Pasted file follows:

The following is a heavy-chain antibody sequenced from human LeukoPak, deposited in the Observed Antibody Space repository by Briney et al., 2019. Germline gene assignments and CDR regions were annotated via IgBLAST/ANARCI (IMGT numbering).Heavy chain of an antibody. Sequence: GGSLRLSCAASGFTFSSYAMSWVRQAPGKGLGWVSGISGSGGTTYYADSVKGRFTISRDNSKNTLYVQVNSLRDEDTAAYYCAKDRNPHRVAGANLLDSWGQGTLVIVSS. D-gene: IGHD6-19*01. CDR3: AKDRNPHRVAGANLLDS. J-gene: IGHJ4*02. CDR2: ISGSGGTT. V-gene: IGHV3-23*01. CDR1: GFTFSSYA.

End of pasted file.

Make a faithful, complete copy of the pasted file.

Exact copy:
The following is a heavy-chain antibody sequenced from human LeukoPak, deposited in the Observed Antibody Space repository by Briney et al., 2019. Germline gene assignments and CDR regions were annotated via IgBLAST/ANARCI (IMGT numbering).Heavy chain of an antibody. Sequence: GGSLRLSCAASGFTFSSYAMSWVRQAPGKGLGWVSGISGSGGTTYYADSVKGRFTISRDNSKNTLYVQVNSLRDEDTAAYYCAKDRNPHRVAGANLLDSWGQGTLVIVSS. D-gene: IGHD6-19*01. CDR3: AKDRNPHRVAGANLLDS. J-gene: IGHJ4*02. CDR2: ISGSGGTT. V-gene: IGHV3-23*01. CDR1: GFTFSSYA.